STILLPOINT Archive: last updated 04/13/2016

Up Front with President Lindsay: The Practice of What We Preach

Photo: John Nadeau

As we lead prospective students on tours of the campus, we encourage them to picture themselves here: to imagine being at lunch with new friends in Lane Student Center, for example. In a practice room in Phillips Music Center. In the stacks of Jenks Library, chasing down the answer to an intriguing research question. In the A. J. Gordon Memorial Chapel, listening to a preacher’s challenging words, or in one of several brand-new labs in Ken Olsen Science Center.  

As our Admissions tour guides acquaint students and their parents with campus landmarks and with distinctive aspects of a Gordon education, they literally begin with the end in mind. Before they step out of the Frost Hall lobby, the tour guides point out a bust of A. J. Gordon and share what we now call the “Victory Promise.” It is framed around the story of our College founder’s last word as he neared death—“victory”—which serves as a vivid metaphor for a life dedicated to Christian faithfulness and lives well lived.

The College’s Victory Promise articulates four foundational precepts, or pillars. They frame the transformational experiences each Gordon student can pursue. These four categories which are drawn from Gordon’s mission statement convey that we practice what we preach: to graduate men and women distinguished by intellectual maturity and Christian character, committed to lives of service and prepared for leadership worldwide.

It’s appropriate that this issue of STILLPOINT highlights our faculty— in the “Scholars’ Profiles” photoessay, and in other pieces you’ll find throughout the magazine. Our faculty are, after all, the sine qua non of the transformative liberal arts education our mission statement describes, and the chief reason we are so confident about making good on the Victory Promise.

Cultivating intellectual maturity in young adults is profoundly relational. It’s about involving them in the most pressing and interesting questions of our times, and igniting a desire in them to become part of the solution. Professor Mark Gedney, for example, connects the study of philosophy with current discussions on “the role of identity in political, religious and ethnic violence.”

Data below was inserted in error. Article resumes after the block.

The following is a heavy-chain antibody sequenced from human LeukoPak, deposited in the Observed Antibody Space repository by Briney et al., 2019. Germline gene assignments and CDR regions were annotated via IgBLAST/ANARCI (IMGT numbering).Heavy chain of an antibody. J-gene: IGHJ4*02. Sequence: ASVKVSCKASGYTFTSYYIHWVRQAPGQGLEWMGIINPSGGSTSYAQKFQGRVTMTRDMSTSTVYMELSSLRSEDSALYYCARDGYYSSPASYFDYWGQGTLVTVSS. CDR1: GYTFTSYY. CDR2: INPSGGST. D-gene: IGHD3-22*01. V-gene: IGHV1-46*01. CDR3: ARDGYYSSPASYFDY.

Cultivating the faith and Christian character of young adults happens best in community, where theology is lived. “A crucial part of my approach to learning with young people,” says Associate Professor of New Testament Dan Darko, “is a deliberate effort not only to equip them with information but also that they may be formed and transformed by the Gospel.”

Preparing students for lives of service happens when you talk about why a particular field of inquiry matters. Management specialist Professor Kent Seibert is excited about the emergence, in recent years, of social entrepreneurship and corporate social enterprise. “This is where the institution of business is used not just to generate economic benefit—that is, profit—but also to address social problems and do that in a sustainable way,” he says. “This requires giving attention to the triple bottom line: profit, people and planet.”

Sending young adults into the world as leaders involves blazing trails for them. Professor of Biology Dorothy Boorse’s life’s work—studying climate change, biodiversity loss, chemical pollution and ocean degradation—has taken her all over the country, including to the halls of Congress. Many of her former students have made that path their own.

The “Promise” in Gordon’s Victory Promise is that every student will have at least one experiential learning opportunity in each of the four areas of development that promise describes. None of those opportunities could happen without our expert, caring, committed faculty. You will read about some of them in these pages. I hope their stories will bring to mind your own Gordon experience, and the difference these good people made in your life.

D. Michael Lindsay is the eighth president of Gordon College, and Professor of Sociology. His most recent book is View from the Top: An Inside Look at How People in Power See and Shape the World (Wiley, 2014). President Lindsay is gratified to be working alongside talented colleagues and regards the College’s accomplishments over the past five years as evidence of a winning team on the Gordon campus.